By Cheyenne Kent
Seniors looking for bargains in health insurance should be well-informed when shopping around. This will help them avoid future headaches because insurance rarely pays at 100 percent.
As Medicare is the reigning queen for this demographic, every beneficiary should know that Medicare pays out only at 80 percent of what they approve, and Medicare must approve the charges.
That leaves the 20 percent coinsurance for the beneficiary to pay, and it is wise to have a secondary insurance to pick up the remaining charges. Before the policy is signed, ensure it is not a Medicare Advantage Plan. This takes the place of Medicare and this then would become your primary insurance, also called Medicare Part C. This is not a secondary insurance!
These Medicare Advantage Plans are offered by big underwriters such as Blue Cross and Blue Shield, Cigna, Aetna, and United Healthcare. These plans, Medicare.com says, “provide all of your Part A (Hospital Insurance) and Part B (Medical Insurance) coverage and must cover medically necessary services. They generally offer additional benefits, and many include Part D prescription drug coverage.”
Medicare Advantage plans come in PPOs and HMOs, and save money by lowering out-of-pocket-costs when compared with original Medicare. These out-of-pocket costs vary by services offered and the policy chosen. The HMO’s costs are lower, however they require referrals or authorizations and normally have different rules. They also usually specify which doctor or provider of service the patient has to go to. These normally pay out at 90 or 80 percent, still leaving the patient with a coinsurance.
Although the additional premiums of a secondary insurance seem a setback, they are good to have in the event of sudden major health issues. This happened to Delmar Lee, of Northwest Las Vegas, who said secondary insurances are very necessary when your age becomes advanced.
Lee, 75, a retiree, was diagnosed with non-Hodgkin’s lymphoma on Jan. 10, 2010. Lee carries both Medicare and AARP, who footed the bill for the research, discovery and chemotherapy of his lymphoma. He said the bills to both insurance companies exceeded eighty-thousand dollars before Medicare approval measures.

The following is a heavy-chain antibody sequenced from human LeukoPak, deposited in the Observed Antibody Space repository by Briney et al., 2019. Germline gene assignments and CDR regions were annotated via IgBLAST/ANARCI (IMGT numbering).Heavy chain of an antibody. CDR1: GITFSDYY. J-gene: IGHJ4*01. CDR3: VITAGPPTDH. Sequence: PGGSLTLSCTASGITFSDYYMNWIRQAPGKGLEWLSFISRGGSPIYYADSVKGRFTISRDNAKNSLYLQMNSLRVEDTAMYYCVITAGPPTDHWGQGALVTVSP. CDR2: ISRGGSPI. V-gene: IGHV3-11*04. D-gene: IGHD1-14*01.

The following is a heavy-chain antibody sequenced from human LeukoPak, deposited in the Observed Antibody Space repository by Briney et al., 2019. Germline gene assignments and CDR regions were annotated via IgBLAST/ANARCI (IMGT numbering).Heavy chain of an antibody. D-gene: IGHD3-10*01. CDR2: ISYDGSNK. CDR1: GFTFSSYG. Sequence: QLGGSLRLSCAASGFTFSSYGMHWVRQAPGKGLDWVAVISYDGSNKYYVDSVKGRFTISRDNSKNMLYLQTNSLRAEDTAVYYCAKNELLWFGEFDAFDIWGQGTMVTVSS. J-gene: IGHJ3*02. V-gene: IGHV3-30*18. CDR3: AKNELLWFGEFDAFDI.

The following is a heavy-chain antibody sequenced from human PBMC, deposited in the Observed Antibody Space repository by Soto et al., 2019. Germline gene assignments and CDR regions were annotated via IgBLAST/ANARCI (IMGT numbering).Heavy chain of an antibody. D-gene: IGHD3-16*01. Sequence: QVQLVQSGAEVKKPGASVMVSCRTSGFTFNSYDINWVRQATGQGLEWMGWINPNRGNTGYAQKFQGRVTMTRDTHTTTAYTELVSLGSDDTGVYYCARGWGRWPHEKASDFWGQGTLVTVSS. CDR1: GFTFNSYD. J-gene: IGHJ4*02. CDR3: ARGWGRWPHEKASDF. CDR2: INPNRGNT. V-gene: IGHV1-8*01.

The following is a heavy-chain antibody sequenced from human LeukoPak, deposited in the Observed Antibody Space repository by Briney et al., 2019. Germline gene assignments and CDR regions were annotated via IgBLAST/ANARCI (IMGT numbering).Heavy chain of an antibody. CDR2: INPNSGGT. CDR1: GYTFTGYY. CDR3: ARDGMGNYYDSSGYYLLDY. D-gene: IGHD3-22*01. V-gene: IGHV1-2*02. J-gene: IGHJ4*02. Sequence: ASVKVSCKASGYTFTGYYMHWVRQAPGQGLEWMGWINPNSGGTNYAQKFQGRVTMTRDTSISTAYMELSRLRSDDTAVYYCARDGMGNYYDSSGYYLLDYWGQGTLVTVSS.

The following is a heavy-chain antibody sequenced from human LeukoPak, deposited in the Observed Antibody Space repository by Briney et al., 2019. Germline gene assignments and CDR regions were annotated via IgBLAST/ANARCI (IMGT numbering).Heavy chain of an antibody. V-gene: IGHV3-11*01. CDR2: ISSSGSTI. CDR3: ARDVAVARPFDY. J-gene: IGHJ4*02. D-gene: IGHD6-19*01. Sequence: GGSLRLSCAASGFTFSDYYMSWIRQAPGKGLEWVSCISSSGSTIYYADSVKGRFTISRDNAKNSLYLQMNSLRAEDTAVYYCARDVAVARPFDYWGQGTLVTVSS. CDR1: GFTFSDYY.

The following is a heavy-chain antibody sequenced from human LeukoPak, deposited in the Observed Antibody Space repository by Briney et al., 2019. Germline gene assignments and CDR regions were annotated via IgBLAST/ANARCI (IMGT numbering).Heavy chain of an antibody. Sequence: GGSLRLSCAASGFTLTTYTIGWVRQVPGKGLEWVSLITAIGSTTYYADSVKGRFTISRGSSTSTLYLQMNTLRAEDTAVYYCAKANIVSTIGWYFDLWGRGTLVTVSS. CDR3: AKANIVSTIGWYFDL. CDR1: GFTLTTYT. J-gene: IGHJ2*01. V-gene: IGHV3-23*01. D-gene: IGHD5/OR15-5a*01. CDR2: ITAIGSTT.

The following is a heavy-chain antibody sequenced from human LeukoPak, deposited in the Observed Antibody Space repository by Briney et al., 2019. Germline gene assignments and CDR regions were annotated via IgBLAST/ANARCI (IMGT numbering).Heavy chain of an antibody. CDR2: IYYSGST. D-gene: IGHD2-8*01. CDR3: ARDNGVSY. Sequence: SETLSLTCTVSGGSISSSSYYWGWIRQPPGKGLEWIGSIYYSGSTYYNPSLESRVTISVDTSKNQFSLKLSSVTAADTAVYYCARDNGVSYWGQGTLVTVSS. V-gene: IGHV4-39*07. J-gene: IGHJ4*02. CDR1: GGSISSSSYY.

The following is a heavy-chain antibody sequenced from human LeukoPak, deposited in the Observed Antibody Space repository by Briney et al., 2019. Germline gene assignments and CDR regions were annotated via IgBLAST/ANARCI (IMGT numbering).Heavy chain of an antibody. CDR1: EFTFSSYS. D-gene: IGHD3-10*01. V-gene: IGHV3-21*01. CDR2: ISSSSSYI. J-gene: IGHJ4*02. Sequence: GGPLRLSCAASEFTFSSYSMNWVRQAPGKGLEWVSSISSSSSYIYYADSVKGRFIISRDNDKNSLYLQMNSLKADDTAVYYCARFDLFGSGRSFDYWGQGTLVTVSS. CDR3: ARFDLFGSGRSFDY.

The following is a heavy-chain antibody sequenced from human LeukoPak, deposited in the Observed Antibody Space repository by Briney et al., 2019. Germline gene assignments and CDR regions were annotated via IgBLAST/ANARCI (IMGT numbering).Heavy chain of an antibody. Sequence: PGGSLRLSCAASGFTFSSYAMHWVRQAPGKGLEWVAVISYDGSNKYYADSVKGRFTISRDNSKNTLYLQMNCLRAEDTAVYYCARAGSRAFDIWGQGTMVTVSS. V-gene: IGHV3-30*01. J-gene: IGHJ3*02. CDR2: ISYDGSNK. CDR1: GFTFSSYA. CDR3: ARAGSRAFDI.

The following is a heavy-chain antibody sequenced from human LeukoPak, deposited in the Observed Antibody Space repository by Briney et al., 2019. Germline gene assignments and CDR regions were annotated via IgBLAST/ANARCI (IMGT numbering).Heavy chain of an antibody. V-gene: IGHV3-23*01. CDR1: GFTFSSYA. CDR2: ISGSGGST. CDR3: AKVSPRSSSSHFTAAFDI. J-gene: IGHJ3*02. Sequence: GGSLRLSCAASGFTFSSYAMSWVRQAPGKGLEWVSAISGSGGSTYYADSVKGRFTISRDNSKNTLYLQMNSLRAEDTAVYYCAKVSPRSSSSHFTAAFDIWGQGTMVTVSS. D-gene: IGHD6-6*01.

“The right insurance can be a lifesaver,” Lee said. “I didn’t have to pay anything extra. I am grateful for the well-qualified doctors and nurses that helped me face my challenges.”
In choosing a secondary insurance, the patient should know that true secondaries will pay whether the primary insurance pays or not, and supplementaries will only pick up a bill if the primary insurance pays. Also, be aware that secondary plans can still have a coinsurance for the subscriber or patient to cover. This means they will pay only a percentage of the coinsurance. By knowing the differences between these plans and how the claims process works, a patient will be able to determine if a secondary insurance will work out for them.
A secondary insurance processes a claim as primary with their own set rate. This is what they will pay for a procedure. They apply the primary insurance payment toward this number. How any insurance pays a claim is on a report they send to the patient and the provider of services. This report is called an Explanation of Benefits or EOB. Secondary insurances will not process a health insurance claim without this EOB. A EOB from a secondary insurance (or the primary insurance, if there is no secondary) serves as the first notification to the patient to pay their provider of service anything that is due.
By far however, the most important thing to know when shopping for health insurance is that the final choice will be the policy. Every health provider has to abide by it. When a patient calls to complain about the unexpected bill that just came in the mail, the billing department will tell them that it is the patient’s responsibility to know the terms and conditions of their own health insurance policy.
Think about the policy sitting on the table waiting for your John Hancock. Know your deductible. Know your coinsurance. Because, when the bill comes in the mail, the signature on the dotted line will leave no doubt that you already agreed to pay!